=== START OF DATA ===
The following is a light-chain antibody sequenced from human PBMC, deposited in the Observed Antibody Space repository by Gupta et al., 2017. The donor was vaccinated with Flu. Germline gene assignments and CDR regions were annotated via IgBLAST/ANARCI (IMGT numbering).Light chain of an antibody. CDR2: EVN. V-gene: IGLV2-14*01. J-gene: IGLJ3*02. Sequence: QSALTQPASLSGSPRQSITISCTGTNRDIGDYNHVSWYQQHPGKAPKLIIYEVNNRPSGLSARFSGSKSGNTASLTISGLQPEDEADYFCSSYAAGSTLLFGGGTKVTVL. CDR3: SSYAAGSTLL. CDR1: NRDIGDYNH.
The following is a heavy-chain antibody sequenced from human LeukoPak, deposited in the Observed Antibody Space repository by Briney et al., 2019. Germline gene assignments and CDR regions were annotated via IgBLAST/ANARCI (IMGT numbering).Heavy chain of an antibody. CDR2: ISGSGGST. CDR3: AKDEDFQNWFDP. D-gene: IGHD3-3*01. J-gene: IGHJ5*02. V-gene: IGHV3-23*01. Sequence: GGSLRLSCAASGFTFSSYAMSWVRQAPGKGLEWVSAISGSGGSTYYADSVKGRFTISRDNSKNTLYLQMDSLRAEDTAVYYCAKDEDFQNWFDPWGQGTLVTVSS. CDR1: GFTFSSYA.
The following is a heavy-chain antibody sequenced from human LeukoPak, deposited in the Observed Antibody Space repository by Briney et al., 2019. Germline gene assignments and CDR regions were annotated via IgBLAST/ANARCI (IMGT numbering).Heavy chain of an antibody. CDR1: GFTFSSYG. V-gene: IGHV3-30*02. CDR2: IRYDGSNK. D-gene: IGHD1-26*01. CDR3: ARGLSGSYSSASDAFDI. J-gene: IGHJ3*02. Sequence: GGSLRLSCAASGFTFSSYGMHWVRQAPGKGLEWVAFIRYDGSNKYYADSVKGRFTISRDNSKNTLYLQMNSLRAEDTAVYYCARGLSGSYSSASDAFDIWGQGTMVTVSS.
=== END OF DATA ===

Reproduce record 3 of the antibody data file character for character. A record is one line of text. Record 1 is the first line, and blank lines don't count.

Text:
The following is a heavy-chain antibody sequenced from human LeukoPak, deposited in the Observed Antibody Space repository by Briney et al., 2019. Germline gene assignments and CDR regions were annotated via IgBLAST/ANARCI (IMGT numbering).Heavy chain of an antibody. CDR1: GFTFSSYG. V-gene: IGHV3-30*02. CDR2: IRYDGSNK. D-gene: IGHD1-26*01. CDR3: ARGLSGSYSSASDAFDI. J-gene: IGHJ3*02. Sequence: GGSLRLSCAASGFTFSSYGMHWVRQAPGKGLEWVAFIRYDGSNKYYADSVKGRFTISRDNSKNTLYLQMNSLRAEDTAVYYCARGLSGSYSSASDAFDIWGQGTMVTVSS.